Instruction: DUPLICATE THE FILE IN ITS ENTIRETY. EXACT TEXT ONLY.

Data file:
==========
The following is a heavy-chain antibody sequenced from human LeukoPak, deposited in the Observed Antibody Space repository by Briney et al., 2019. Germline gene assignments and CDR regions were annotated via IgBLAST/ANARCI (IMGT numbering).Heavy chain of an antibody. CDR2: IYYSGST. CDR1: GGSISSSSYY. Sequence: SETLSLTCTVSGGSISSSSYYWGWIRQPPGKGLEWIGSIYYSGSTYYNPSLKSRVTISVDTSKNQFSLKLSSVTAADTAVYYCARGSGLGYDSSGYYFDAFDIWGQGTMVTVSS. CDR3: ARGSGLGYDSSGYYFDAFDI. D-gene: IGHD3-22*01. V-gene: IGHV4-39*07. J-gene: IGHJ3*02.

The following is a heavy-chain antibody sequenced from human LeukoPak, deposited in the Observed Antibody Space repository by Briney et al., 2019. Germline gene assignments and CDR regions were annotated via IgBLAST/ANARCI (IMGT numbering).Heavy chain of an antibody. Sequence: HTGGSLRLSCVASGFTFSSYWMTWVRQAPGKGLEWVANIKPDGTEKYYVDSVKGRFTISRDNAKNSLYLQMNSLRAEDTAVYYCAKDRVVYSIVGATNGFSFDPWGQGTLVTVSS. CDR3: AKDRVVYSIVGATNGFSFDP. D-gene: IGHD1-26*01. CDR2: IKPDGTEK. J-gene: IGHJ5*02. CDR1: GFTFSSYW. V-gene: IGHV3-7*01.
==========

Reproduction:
The following is a heavy-chain antibody sequenced from human LeukoPak, deposited in the Observed Antibody Space repository by Briney et al., 2019. Germline gene assignments and CDR regions were annotated via IgBLAST/ANARCI (IMGT numbering).Heavy chain of an antibody. CDR2: IYYSGST. CDR1: GGSISSSSYY. Sequence: SETLSLTCTVSGGSISSSSYYWGWIRQPPGKGLEWIGSIYYSGSTYYNPSLKSRVTISVDTSKNQFSLKLSSVTAADTAVYYCARGSGLGYDSSGYYFDAFDIWGQGTMVTVSS. CDR3: ARGSGLGYDSSGYYFDAFDI. D-gene: IGHD3-22*01. V-gene: IGHV4-39*07. J-gene: IGHJ3*02.

The following is a heavy-chain antibody sequenced from human LeukoPak, deposited in the Observed Antibody Space repository by Briney et al., 2019. Germline gene assignments and CDR regions were annotated via IgBLAST/ANARCI (IMGT numbering).Heavy chain of an antibody. Sequence: HTGGSLRLSCVASGFTFSSYWMTWVRQAPGKGLEWVANIKPDGTEKYYVDSVKGRFTISRDNAKNSLYLQMNSLRAEDTAVYYCAKDRVVYSIVGATNGFSFDPWGQGTLVTVSS. CDR3: AKDRVVYSIVGATNGFSFDP. D-gene: IGHD1-26*01. CDR2: IKPDGTEK. J-gene: IGHJ5*02. CDR1: GFTFSSYW. V-gene: IGHV3-7*01.